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SHELBY COUNTY

SHELBY COUNTY. Shelby County (F-22) is on the eastern boundary of the state, in a bulge of the Sabine River that separates it from Desoto and Sabine parishes in Louisiana. The county is bounded on the south by San Augustine and Sabine counties, on the west by Rusk and Nacogdoches counties, and on the north by Panola County. The county seat and largest town is Center, which is 160 miles northeast of Houston and forty miles northeast of Nacogdoches. Center is named for its location at the geographic center of the county, which lies at 31°47' north latitude and 94°11' west longitude. Two major highways cross the county, U.S. Highway 96, which traverses the center of the county from north to south, and U.S. Highway 84, which traverses the northern portion of the county from east to west. The county's transportation needs are also served by two railroads, the Atchison, Topeka and Santa Fe Railway, which traverses the county along the route of Highway 96, and the Southern Pacific, which follows roughly the same route as Highway 84. Shelby County comprises 791 square miles of the East Texasqv timberlands, an area that is heavily forested with a great variety of softwoods and hardwoods, especially pine, cypress, and oak. The terrain varies from undulating to rolling with elevation ranging from 150 to 400 feet above mean sea level. The soil varies from a gray sandy loam on the uplands to a black rich loam in the bottom lands. Between 21 and 30 percent of the land in the county is considered prime farmland. The climate is moist and mild with temperatures that range from an average high of 94° F in July to an average low of 34° in January and an average annual rainfall of fifty inches. The growing season extends for an annual average of 240 days. Most of the county is drained by the Sabine River, but some of the western portion is drained by the Neches River. Mineral resources include lignite coal, sand, oil, and gas. Pine and hardwood production in 1981 totalled 14,867,416 cubic feet, the overwhelming majority of which was pine production.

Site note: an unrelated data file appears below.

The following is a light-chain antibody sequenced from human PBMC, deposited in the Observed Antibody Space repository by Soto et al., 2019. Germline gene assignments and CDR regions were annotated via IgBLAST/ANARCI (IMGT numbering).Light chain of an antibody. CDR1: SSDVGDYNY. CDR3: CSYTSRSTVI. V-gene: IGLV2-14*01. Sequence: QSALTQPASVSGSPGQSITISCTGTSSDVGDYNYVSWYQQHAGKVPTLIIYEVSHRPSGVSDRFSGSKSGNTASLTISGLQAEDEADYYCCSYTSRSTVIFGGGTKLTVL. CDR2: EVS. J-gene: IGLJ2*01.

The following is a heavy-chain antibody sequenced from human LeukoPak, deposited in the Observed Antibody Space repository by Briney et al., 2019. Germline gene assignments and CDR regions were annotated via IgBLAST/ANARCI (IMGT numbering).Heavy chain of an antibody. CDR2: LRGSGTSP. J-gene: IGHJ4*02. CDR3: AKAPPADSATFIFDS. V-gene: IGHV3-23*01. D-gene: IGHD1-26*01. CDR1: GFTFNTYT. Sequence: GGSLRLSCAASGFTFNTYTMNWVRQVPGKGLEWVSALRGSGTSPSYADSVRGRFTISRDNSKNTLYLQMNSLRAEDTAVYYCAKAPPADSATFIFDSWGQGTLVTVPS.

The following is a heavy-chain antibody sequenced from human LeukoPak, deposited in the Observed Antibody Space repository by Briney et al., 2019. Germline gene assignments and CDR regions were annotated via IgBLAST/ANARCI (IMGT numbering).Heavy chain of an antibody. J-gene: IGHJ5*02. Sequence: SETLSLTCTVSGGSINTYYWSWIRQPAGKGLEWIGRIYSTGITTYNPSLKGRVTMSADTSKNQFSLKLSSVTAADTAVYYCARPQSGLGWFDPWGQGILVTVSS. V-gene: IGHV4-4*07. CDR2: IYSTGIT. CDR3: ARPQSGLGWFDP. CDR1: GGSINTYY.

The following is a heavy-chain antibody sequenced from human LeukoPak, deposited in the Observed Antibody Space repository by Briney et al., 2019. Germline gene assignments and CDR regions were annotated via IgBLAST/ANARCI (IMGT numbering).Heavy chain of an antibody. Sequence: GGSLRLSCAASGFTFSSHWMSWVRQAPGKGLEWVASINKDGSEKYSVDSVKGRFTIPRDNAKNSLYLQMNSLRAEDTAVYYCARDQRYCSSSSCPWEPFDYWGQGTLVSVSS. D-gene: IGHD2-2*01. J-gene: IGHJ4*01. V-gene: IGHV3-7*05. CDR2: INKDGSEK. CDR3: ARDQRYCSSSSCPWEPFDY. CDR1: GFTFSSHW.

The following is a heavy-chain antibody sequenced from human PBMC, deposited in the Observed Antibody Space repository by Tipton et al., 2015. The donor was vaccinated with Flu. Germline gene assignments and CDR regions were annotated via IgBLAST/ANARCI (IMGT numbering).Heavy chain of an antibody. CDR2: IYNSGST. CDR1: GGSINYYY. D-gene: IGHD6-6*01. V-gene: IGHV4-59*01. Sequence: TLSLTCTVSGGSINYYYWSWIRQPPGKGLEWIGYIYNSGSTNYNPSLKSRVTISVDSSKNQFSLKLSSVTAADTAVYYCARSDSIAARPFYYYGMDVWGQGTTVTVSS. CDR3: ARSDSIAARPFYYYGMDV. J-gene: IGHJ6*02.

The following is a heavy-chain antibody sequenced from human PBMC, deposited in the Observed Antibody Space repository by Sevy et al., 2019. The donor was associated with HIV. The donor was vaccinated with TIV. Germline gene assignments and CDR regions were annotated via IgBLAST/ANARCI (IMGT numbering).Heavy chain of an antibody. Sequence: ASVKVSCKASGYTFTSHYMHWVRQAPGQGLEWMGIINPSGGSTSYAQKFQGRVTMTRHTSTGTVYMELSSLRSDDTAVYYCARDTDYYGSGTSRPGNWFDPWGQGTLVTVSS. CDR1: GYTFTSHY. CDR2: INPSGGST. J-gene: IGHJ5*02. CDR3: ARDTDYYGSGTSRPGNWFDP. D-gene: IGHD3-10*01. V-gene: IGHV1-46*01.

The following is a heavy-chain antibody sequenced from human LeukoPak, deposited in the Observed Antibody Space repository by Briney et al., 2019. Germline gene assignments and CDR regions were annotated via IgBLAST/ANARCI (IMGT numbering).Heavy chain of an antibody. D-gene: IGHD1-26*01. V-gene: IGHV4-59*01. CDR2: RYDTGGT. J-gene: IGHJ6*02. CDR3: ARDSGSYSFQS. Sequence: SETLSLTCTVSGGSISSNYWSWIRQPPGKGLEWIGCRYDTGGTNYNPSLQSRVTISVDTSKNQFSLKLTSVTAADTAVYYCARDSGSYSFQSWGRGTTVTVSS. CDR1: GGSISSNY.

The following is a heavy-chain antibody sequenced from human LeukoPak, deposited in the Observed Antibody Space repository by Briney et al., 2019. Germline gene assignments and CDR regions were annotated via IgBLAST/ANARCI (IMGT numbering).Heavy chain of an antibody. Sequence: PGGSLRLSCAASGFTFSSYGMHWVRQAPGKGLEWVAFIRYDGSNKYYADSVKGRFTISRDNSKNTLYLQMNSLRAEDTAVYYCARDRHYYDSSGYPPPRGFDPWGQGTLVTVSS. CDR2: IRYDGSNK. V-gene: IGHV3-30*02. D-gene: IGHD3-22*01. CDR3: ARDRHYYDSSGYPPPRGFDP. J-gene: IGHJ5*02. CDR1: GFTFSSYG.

Shelby County is in an area that has been the site of human habitation for several thousand years. Archaeological artifacts have been recovered from the area around Sam Rayburn Reservoir in Sabine County to the south that date from the Archaic Period (ca. 5000 B.C.-500 A.D.). During historic times the area was occupied for the most part by Caddo Indians, an agricultural people with a highly developed culture. Earliest European exploration of the area that would become Shelby County cannot be conclusively determined. If one of the southernmost of the numerous conflicting route interpretations of the Moscoso expedition in 1542 is correct, then that group passed through or very near the area of Shelby County. It could be, however, that first European contact with the area did not occur until the eighteenth century. French and Spanish explorers discovered and utilized traces of an east-west Hasinai Indian trail, which, after 1714, became a part of El Camino Real or the Old San Antonio Road. The road ran through the area of Sabine and San Augustine counties, just south of Shelby County. In 1716 Nuestra Señora de los Dolores de los Ais Mission was founded just south of the site of present San Augustine. Although the mission was abandoned for a short period, it remained in existence until 1773. During this period the Spanish probably explored the area comprising present-day Shelby County. Sometime during the second decade of the nineteenth century John Latham, reputedly the first settler, settled in the southeastern part of the county in 1818. Mexican restrictions forbidding settlements within twenty leagues of the boundary of Texas curtailed legitimate settlement and encouraged squatters. Consequently, the area gained a reputation for violence and remained scarcely populated.